May be I misunderstand something still in the role of each variable, but, if You will be able to explain it to me, others will easily understand
Best regards,
Ivars
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Ivars Wrote:Gottfried Wrote:But that is funny. What else is u = alpha + beta*I , so to have some U with imaginary part 1*I or 1*I, you use beta = 1 or beta = 1 .
And then see, what value the real part must have such that the resulting s is purely real.
What I mean is that any time You define an arbitrary complex number u you have to consider both roots of (1) and only later get rid of one if that does not add any information. Usually it does not, so people already initially dismiss the idea of 2 roots of sqrt(1). Euler did not, however, and that is why he never made mistakes.
Which means that beta is 1, but sqrt(1) is i and +i simultaneously not because of beta, but because of 2 values of sqrt(1) which can occur simultaneously for any given beta.
If You take beta =  1 , You get u=asgrt(1) but sqrt (1) again taken as usual is +i, so You have a+i instead of a+ i as in case of b=1. Not that it matters, but it matters in your graphs, as by using +i instead of + beta You will get 2 values of IMAG(t) = +i and i in the right side of Y axis, meaning 2 symmetric curves there.
But, wait a moment. If you want I and I in your formula for any variable x (or in my case u), what else are you doing as considering
sqrt(1)_1 = 0 + b*I
and sqrt(1)_2 = 0  b*I
when you ask for considering both complex roots of 1 ?
So in my negative and positive beta I'm just doing that, what you demand; it is the negative and positive b in the above example.
So since it seems to me, that I'm already doing what you ask for, this is the source of my notunderstanding of your concern.
Quote:I think, may be wrongly, that beta in Your case corresponds to the power of e in tetration of (e^beta). If not, please correct me.
How comes that you think this? I say: h(x) has many solutions t_0, t_1, t_2, ... So what is the form of the different t? Then I say, t_0,t_1,t_2 must be an exponential of u_0,u_1,u_2,... . complex, multivalued like your example of sqrt(1). Now: what is the complex form of all these t's? They must be the exponential of another number u_0,u_1,u_2,... multivalued again. Now what is the form of the u_0,u_1,u_2,..., which are complex numbers alpha_0 + beta_0*I, alpha_1 +beta_1*I, maybe each second beta is just the negative signed other beta, which would satisfy your request to consider positive and negative complex roots.
Then I find, that if I select one imaginary part beta*I, to get a real s, the real part alpha must be of a certain value. I can insert beta_0*I, beta_0*I and so on, compute the required alpha and always get one real s.
Your demand for considering 1*I and +1*I as possible roots of 1 is perfectly modeled here  at least as far I can see.
Quote:But if beta = pi/2 something is wrong as (e^pi/2) = 0,20..and
(e^pi/2)^(e^pi/2)^(e^pi/2) ....... converges, and is 0,47..... which means that is real to real case where beta should have been 0, not pi/2 there should not have been such branch on a graph in this quadrant.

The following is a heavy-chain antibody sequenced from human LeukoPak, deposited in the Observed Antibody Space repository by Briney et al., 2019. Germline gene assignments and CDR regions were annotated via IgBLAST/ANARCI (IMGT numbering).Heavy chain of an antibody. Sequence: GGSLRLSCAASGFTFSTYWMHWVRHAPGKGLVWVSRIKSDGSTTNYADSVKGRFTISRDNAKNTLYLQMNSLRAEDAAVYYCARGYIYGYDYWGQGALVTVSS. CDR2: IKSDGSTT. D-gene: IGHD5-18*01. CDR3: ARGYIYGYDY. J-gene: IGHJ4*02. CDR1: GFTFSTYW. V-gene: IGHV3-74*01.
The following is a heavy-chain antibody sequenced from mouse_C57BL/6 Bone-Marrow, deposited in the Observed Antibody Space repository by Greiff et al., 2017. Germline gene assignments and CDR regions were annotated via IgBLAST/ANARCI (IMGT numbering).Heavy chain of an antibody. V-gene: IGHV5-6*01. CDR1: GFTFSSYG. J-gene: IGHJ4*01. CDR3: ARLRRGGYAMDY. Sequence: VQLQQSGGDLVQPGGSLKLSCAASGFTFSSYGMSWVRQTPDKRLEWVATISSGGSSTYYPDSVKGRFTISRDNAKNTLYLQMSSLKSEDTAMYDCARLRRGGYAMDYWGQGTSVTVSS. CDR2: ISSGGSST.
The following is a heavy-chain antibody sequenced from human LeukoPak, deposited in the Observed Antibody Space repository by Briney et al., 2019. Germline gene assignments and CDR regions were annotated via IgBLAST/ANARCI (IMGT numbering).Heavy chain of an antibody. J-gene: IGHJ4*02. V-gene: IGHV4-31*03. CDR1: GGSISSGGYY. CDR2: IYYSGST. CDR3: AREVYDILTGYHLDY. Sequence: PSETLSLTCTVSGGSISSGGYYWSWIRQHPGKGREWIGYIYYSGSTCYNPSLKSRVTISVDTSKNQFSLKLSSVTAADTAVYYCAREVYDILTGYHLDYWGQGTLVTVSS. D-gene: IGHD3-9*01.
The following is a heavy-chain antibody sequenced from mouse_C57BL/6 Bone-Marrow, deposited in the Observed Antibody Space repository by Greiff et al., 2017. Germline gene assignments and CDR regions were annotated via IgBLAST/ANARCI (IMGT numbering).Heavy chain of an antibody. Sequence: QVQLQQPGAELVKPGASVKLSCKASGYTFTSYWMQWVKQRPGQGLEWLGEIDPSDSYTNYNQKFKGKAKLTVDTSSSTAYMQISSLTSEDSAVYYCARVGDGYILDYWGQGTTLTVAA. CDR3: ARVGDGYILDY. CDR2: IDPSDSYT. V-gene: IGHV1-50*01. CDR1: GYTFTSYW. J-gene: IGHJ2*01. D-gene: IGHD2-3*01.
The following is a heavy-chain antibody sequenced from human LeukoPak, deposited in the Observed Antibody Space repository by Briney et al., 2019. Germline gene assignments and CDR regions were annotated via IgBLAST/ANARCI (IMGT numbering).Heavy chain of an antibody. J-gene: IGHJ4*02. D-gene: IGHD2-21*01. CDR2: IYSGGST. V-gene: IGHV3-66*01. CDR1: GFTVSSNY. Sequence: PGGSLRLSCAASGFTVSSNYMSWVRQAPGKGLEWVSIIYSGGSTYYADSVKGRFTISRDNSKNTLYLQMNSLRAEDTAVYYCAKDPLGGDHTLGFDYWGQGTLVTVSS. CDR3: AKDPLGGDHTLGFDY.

My process goes three steps:
beta*I > u > exp(u) > exp(u/exp(u)) = s = real(s)
and beta is not in that way related to s as you assume here. (It is not s = e^beta, for instance)
Regards 
Gottfried
Gottfried Helms, Kassel
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Gottfried Wrote:But, wait a moment. If you want I and I in your formula for any variable x (or in my case u), what else are you doing as considering
sqrt(1)_1 = 0 + b*I
and sqrt(1)_2 = 0  b*I
when you ask for considering both complex roots of 1 ?
So in my negative and positive beta I'm just doing that, what you demand; it is the negative and positive b in the above example.
So since it seems to me, that I'm already doing what you ask for, this is the source of my notunderstanding of your concern.
Now I understand and that is fine I was just distracted by that (pi/2) on X axis giving the same value for s=e^pi/2=4,81 (graphically it looks so ) . So that pi/2 is just the same b=pi/2 multiplied by 1 which could be looked upon as taking the other root of (1). OK!
Quote:Your demand for considering 1*I and +1*I as possible roots of 1 is perfectly modeled here  at least as far I can see.
Good! Now I think I will be finally able to place myself in the graph...
On other hand, then it is just a coincidence that having b= pi/2 the result for IMAG(t) = +i coincides with h(e^ pi/2) = + i .
But please could You show a plot with few more branches of IMAG(t) on it? I am very interested what patterns You described look like now when I seem to understand where on the plot what is placed
Best regards,
Ivars
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11/16/2007, 05:28 PM
(This post was last modified: 11/16/2007, 05:29 PM by Gottfried.)
Here is a more extended plot showing a wider range for beta.
The periodicity of alpha and s is not perfect; the same real s approximate the vertical axes at multiples of pi.
I omitted the curves for t (= a + b*i) here.
Gottfried
Gottfried Helms, Kassel
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[quote=Gottfried]
Here is a more extended plot showing a wider range for beta.